OAKLAND MAGAZINE – IN THE MIX
Barbara Dane can still belt out a tune, even on her 80th birthday. The longtime Oaklander made a name for herself singing jazz and blues with Louis Armstrong, Muddy Waters and others and is married to Irwin Silber, the left-wing author and one-time editor of Sing Out! magazine. In addition to several concerts this year (including a milestone 80th birthday gig at Berkeley’s Freight & Salvage Coffeehouse in July), her popular 1966 folk album with the Chambers Brothers was recently reissued on CD and others are available on her Web site, www.barbaradane.net.
Is it true that your singing career started at a protest?
I was part of a demonstration against a hotel, and I was tasked with leading the singing because everybody knew I could sing. Without even much time to think about it, I was shaping the sound that I felt would tell my story.
What story was that?
I grew up in Detroit in the throes of the Depression. My dad had a little neighborhood drugstore and a WPA gang was working across the street. A black man came in, and in a very soft voice, asked for a Coca Cola. I poured it and put it on the counter and invited him to sit down. My dad came running out of the back room and said to the man, “You know you can’t drink that in here,” and [he] shooed the man out.” It was not racial hatred; it was [Dad’s] fear for his own survival. I realized later that, what I did, mentally, was step into the black man’s shoes. I was not on my dad’s side—and that actually became a theme throughout my whole life.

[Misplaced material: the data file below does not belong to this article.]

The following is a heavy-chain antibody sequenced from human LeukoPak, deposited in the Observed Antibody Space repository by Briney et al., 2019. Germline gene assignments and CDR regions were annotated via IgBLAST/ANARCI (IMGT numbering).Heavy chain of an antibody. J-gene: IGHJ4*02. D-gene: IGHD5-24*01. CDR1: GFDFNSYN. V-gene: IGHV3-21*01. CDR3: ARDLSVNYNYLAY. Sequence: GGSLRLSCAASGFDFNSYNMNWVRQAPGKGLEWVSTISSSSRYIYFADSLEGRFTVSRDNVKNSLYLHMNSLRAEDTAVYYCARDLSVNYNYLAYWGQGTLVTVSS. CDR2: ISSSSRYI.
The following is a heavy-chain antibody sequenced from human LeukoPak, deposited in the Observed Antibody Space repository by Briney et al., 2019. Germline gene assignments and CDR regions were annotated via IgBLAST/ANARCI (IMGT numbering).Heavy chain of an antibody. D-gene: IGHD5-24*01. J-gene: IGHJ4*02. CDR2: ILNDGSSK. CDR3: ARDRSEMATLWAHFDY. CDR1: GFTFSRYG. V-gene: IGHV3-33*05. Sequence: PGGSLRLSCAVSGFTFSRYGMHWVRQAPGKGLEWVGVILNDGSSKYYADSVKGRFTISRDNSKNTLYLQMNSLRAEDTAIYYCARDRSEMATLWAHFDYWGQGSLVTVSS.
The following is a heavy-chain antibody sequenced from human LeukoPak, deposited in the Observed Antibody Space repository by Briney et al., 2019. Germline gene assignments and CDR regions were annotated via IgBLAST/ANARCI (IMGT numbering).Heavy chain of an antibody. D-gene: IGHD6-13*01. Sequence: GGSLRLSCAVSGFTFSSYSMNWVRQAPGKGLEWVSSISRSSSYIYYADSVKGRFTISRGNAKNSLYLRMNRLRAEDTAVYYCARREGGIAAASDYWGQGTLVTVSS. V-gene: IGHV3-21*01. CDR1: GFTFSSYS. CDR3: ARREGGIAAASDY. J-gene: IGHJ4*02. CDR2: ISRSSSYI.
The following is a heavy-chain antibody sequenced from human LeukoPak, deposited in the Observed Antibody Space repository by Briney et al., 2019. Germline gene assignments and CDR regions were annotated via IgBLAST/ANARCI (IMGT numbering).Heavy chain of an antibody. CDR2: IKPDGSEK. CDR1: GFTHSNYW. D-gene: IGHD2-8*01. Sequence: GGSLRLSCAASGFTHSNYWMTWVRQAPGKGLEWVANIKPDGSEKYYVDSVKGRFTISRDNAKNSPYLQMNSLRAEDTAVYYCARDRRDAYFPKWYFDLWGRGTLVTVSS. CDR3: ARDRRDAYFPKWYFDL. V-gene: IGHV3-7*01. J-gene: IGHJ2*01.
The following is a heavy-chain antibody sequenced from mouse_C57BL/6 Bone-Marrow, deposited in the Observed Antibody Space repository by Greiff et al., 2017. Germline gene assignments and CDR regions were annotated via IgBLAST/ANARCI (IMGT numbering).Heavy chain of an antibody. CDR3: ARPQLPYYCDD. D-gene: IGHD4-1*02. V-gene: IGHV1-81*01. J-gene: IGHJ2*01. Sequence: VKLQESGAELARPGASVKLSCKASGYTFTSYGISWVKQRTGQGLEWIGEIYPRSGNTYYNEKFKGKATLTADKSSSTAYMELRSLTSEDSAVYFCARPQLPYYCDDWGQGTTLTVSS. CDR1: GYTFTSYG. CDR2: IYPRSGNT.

It became a theme in your sister’s life, too.
She’s 78 and lives in assisted-living down in Glendale, and when the war started, she started a vigil by herself on the main corner in Glendale, holding up a little sign that read “Honk if you want peace.” That vigil has never stopped. Every Friday at 6 o’clock, downtown, you’ll see them there.
Hasn’t it been kind of a downer singing songs of protest and social struggle all your adult life?
Actually, engaging in anything is where the joy is. If you don’t engage, you can be beaten down by it, whatever the problem is. It’s where the sense of self-ownership comes about—where the joy in life comes from—that sense that I’m free. No one is telling me what to do.
So I guess no one has told you it’s time to retire at 80. But how do you keep your voice in shape? Morning exercises?
I don’t get up in the morning, first of all, and secondly, I never exercise. In fact, I hardly ever sing until it’s time to sing. When it’s time for a performance, I start singing in the car or sing as I go through daily tasks. Singing is communication for me, so it’s got to be communication, not practice.
It’s got to be a blast knowing you can still draw a crowd at 80.
I wasn’t planning to do an 80th birthday concert. I’d already done a 75th—a four-hour concert at Freight & Salvage, and I kept people way too long. It was too self-indulging, but there are so many kinds of music I love to do.